Dental X-rays – One Size Doesn’t Fit All
There has been coverage in the media regarding the safety of dental x-rays, especially in children. Our office is committed to providing the safest and highest level of care for your children. We are particularly sensitive to the risks of exposure to ionizing radiation, especially in children. Our office takes special precautions to minimize your child’s exposure to radiation.
Dental x-rays allow for early detection of cavities between the teeth. They also are helpful to determine the extent of decay and proximity to the nerve of the tooth. A dental x-ray may also show developmental anomalies, cysts, and tumors. It is important that the dentist weigh the benefits of detecting pathology with the risks of exposing a child to radiation. If an x-ray is indicated, it is the responsibility of the dentist to minimize the child’s exposure to radiation while obtaining a diagnostic image of the area of interest.
X-rays should not be taken at the same intervals for everyone. In fact, the interval between x-rays may even change throughout a person’s life. At Palos Pediatric Dentistry, x-rays are taken only when prescribed by a dentist. For children at high risk for decay, or who have had decay in the past, x-ray intervals may be as frequent as every six months. However, there are certainly children and adolescents who have a negative history of cavities and are at a much lower cavity risk. These patients may be able to go 24 to 36 months between x-rays. In reality, most people fall between these two extremes.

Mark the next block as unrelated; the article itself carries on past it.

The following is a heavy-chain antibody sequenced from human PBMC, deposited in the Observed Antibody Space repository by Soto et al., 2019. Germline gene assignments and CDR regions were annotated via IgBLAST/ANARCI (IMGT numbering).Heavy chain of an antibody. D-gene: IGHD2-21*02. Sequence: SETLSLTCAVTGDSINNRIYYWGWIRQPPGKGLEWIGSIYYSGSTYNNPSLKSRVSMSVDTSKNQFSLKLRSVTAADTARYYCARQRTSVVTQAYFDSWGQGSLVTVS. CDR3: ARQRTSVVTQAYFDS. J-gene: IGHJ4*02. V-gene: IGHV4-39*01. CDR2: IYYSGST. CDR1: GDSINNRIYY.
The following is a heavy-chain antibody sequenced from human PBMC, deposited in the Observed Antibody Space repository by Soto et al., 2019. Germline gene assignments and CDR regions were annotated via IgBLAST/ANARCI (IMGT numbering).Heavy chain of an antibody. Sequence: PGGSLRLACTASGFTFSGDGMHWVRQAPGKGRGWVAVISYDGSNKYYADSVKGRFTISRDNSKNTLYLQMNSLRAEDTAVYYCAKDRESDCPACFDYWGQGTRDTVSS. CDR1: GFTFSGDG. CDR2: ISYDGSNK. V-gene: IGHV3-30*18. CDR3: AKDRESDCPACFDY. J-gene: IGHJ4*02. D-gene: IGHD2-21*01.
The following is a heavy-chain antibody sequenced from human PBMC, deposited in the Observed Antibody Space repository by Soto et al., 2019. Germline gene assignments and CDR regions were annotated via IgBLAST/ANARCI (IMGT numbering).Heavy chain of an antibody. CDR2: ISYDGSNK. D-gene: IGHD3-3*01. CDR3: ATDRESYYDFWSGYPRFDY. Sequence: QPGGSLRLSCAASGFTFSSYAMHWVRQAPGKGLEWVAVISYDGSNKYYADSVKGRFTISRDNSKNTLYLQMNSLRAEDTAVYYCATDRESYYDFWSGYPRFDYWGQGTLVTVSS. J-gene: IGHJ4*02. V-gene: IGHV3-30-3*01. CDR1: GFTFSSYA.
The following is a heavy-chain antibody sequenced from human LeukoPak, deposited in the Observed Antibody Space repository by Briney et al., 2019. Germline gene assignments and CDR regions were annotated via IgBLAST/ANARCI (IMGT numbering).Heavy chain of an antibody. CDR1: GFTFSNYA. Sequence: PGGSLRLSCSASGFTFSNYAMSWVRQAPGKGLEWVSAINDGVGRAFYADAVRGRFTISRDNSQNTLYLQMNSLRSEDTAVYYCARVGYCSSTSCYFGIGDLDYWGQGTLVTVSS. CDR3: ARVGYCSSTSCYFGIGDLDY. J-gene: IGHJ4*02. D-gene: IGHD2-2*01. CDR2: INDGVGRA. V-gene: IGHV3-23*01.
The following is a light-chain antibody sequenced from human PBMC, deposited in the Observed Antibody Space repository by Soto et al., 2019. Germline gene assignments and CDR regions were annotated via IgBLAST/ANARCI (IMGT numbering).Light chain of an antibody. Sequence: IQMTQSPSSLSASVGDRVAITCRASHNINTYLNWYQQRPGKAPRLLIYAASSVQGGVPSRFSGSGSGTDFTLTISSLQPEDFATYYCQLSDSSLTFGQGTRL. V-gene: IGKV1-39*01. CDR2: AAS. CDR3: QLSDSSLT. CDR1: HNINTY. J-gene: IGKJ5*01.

When an x-ray is indicated, we take every precaution possible to reduce your child’s exposure to radiation. First, we always use an x-ray apron with a thyroid collar. The thyroid gland is one of the more sensitive areas to radiation, and a thyroid collar helps to minimize the amount of radiation to the thyroid. Additionally, our office uses digital x-rays, which require a much smaller dose of radiation to obtain a diagnostic image. Finally, we use a device called a rectangular collimator. This reduces the area of exposure by nearly 40%.
A set of bitewing x-rays, most commonly used for cavity detection, exposes children to a small amount of radiation. Despite the small does, it would be negligent to brush it off as an insignificant concern. We are exposed to background radiation throughout our lifetime. The most significant source of background radiation is from the soil; cosmic radiation is the second largest source of background radiation. For perspective, a set of two bitewing radiographs is roughly equivalent to one-half day of background radiation, while a panoramic film can be equivalent to less than a week of background radiation. By prescribing x-rays based on clinical judgement and using precautions to reduce exposure, we make every attempt to minimize your child’s exposure to radiation at the dental office.